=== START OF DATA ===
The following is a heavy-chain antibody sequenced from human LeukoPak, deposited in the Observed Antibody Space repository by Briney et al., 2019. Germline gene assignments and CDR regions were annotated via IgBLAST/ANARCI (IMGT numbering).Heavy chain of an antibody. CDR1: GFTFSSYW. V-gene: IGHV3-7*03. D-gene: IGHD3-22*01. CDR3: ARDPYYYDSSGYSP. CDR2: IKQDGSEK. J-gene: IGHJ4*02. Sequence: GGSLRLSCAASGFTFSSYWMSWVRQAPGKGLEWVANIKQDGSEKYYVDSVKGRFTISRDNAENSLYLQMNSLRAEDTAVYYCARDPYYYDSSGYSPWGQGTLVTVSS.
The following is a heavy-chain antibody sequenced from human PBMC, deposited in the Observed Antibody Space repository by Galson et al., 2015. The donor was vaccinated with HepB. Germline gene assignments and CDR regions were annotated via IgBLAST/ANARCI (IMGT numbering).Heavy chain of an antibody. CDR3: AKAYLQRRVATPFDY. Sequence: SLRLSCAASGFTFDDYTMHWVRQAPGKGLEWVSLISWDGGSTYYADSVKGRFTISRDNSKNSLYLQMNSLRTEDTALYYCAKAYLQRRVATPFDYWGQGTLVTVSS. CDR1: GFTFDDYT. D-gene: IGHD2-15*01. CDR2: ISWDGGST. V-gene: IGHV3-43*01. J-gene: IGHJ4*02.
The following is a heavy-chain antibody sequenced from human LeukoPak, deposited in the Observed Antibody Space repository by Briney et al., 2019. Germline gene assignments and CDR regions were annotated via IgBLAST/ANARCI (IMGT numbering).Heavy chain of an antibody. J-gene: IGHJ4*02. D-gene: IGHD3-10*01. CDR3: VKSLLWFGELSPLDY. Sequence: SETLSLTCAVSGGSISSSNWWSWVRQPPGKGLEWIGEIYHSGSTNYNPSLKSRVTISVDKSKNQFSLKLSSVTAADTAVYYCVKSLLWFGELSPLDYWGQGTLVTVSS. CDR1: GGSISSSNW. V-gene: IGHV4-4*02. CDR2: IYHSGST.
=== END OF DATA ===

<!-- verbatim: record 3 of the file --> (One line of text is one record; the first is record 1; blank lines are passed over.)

The following is a heavy-chain antibody sequenced from human LeukoPak, deposited in the Observed Antibody Space repository by Briney et al., 2019. Germline gene assignments and CDR regions were annotated via IgBLAST/ANARCI (IMGT numbering).Heavy chain of an antibody. J-gene: IGHJ4*02. D-gene: IGHD3-10*01. CDR3: VKSLLWFGELSPLDY. Sequence: SETLSLTCAVSGGSISSSNWWSWVRQPPGKGLEWIGEIYHSGSTNYNPSLKSRVTISVDKSKNQFSLKLSSVTAADTAVYYCVKSLLWFGELSPLDYWGQGTLVTVSS. CDR1: GGSISSSNW. V-gene: IGHV4-4*02. CDR2: IYHSGST.